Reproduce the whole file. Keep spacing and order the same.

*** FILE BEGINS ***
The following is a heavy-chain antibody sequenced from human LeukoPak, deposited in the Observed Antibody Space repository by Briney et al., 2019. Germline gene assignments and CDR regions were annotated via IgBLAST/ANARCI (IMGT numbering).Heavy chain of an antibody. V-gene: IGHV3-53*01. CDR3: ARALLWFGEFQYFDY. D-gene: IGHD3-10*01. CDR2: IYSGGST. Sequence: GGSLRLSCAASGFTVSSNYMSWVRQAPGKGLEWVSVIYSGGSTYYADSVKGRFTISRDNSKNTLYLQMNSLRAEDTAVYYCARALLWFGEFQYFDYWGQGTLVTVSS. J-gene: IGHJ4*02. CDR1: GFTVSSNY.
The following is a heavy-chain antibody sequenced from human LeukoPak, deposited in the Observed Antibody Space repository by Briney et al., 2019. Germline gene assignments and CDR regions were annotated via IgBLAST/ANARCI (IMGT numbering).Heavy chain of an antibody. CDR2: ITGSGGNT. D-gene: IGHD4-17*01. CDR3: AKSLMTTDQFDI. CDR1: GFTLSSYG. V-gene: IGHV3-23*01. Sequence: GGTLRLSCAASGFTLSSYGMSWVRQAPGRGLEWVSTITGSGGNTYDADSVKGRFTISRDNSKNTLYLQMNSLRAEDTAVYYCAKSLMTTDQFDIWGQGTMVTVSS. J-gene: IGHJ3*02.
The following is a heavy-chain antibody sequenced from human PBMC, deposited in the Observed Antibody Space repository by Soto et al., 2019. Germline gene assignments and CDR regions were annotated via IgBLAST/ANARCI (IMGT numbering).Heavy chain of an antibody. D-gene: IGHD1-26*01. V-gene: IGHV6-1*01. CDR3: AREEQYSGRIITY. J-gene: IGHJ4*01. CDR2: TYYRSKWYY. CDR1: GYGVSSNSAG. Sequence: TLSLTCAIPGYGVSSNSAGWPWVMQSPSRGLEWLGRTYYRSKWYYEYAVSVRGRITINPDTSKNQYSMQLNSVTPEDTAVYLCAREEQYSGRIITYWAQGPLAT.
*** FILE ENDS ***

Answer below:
The following is a heavy-chain antibody sequenced from human LeukoPak, deposited in the Observed Antibody Space repository by Briney et al., 2019. Germline gene assignments and CDR regions were annotated via IgBLAST/ANARCI (IMGT numbering).Heavy chain of an antibody. V-gene: IGHV3-53*01. CDR3: ARALLWFGEFQYFDY. D-gene: IGHD3-10*01. CDR2: IYSGGST. Sequence: GGSLRLSCAASGFTVSSNYMSWVRQAPGKGLEWVSVIYSGGSTYYADSVKGRFTISRDNSKNTLYLQMNSLRAEDTAVYYCARALLWFGEFQYFDYWGQGTLVTVSS. J-gene: IGHJ4*02. CDR1: GFTVSSNY.
The following is a heavy-chain antibody sequenced from human LeukoPak, deposited in the Observed Antibody Space repository by Briney et al., 2019. Germline gene assignments and CDR regions were annotated via IgBLAST/ANARCI (IMGT numbering).Heavy chain of an antibody. CDR2: ITGSGGNT. D-gene: IGHD4-17*01. CDR3: AKSLMTTDQFDI. CDR1: GFTLSSYG. V-gene: IGHV3-23*01. Sequence: GGTLRLSCAASGFTLSSYGMSWVRQAPGRGLEWVSTITGSGGNTYDADSVKGRFTISRDNSKNTLYLQMNSLRAEDTAVYYCAKSLMTTDQFDIWGQGTMVTVSS. J-gene: IGHJ3*02.
The following is a heavy-chain antibody sequenced from human PBMC, deposited in the Observed Antibody Space repository by Soto et al., 2019. Germline gene assignments and CDR regions were annotated via IgBLAST/ANARCI (IMGT numbering).Heavy chain of an antibody. D-gene: IGHD1-26*01. V-gene: IGHV6-1*01. CDR3: AREEQYSGRIITY. J-gene: IGHJ4*01. CDR2: TYYRSKWYY. CDR1: GYGVSSNSAG. Sequence: TLSLTCAIPGYGVSSNSAGWPWVMQSPSRGLEWLGRTYYRSKWYYEYAVSVRGRITINPDTSKNQYSMQLNSVTPEDTAVYLCAREEQYSGRIITYWAQGPLAT.